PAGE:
Media Industry Development Decree – Media Code of Ethics and Practice – Schedule 1
Section 8: Victims in sexual cases
- a) Media organizations must not identify victims of sexual assaults or publish or broadcast material likely to contribute to their identification even when free by law to do so.
b) Media organizations shall not identify children either as victims or witnesses in cases alleging sexual offences.
c) Reports of cases alleging sexual offences against a child may identify an adult concerned, provided they are not related, but must not identify the child, and must not include facts which imply a close relationship between an accused adult and a child victim.
Section 15: Grief and bereavement
Media organizations shall respect personal grief, taking care to make any necessary approaches and inquiries, with sensitivity and discretion.
Section 20: Taste and decency
Media organizations shall recognize socially accepted general standards of decency and taste in language and behavior occur (including humor, satire and drama) and, for broadcasters, the timing of transmission and likely audience of the programme.
Section 25: Destressing material
a) Editors, producers and broadcasters of news, current affairs and documentary programmes and articles shall take particular care on deciding whether the inclusion of graphic detail and intensity of violent or distressing material is warranted by its relevance and add to public understanding of the subject.
These are the clauses Fiji Sun was blatantly oblivious to when it decided to reveal details of a child rape incident. As shown, the name and any other details that could identify the victim always have to be protected. The publication also had to audacity to interview the grieving mother. Anyone who has lost anyone they loved would be able to tell the type of pain and sadness they are going through. To disturb that grieving period is just disrespectful!
As though that wasn’t enough, Fiji Sun used this to grab people’s attention.
Is this anyway one should be talking about a little girl who lost her life in such a cruel way? How can the Editor of Fiji Sun justify this? Being a woman, one would expect her to be more sensitive.
The Fiji Sun editors’ response to all criticism has been that they are putting the spotlight on a really important issue. The Editor has also said that such headlines add a shock value to the story. Its other words, it was to sensationalize. The article below has been removed from their website; however, a picture has been circulated online.
To justify their stance, the publication has even gone back to interview the victims’ family and get their opinion on the manner in which they handled the story. The article is very clearly saying that their sales have increased since it started publishing the story in the manner that they did. They had the audacity to go back to a grieving family and possibly ask questions such as “How has the public’s response been?”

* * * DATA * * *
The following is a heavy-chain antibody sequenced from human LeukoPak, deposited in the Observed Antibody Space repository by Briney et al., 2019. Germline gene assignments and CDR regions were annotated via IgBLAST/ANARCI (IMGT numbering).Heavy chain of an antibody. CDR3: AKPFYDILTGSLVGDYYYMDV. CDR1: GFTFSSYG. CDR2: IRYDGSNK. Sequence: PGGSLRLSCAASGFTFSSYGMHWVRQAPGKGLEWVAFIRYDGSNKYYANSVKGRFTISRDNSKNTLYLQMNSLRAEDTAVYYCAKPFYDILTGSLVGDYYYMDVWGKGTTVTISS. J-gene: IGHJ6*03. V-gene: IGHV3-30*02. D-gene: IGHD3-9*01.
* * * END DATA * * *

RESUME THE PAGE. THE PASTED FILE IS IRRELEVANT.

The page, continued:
One of the first things a journalism student is taught in a Media Ethics class is not to sensationalize anything; to know the rules and limitations when reporting on murder, rape or suicide and never under any circumstances a publication should reveal the identity or any other material that could identify a rape victim.
Fiji Sun has also accused everyone of being non-reactive. Yes, rape is an important issue. Because of this very reason, one should handle it with the utmost level of sensitivity. She is right to say that we as the citizens of this country need to be talking about rape. However, this should not mean that any publication or anyone for that matter, have the right to disrespect the life of a young girl.
Such crimes has left everyone deeply shocked and infuriated. We all would like the judiciary to increase punishment, to teach our children to respect each other and learn about consent and also to be wary of any suspicious of behavior around us.
A group is petitioning to the Media Industry Development Authority “to apply the code of ethics in the media decree and if Fiji Sun is found guilty of breach by the Media Tribunal, that fines be considered to be applied to Fiji Sun and its owners, CJ Patel.”
I urge the Fiji Sun to go back and think about all editorial decision they made regarding the rape of the young girl. I plead their conscience to find the error of their ways and simply apologize to the people of the country and especially the family.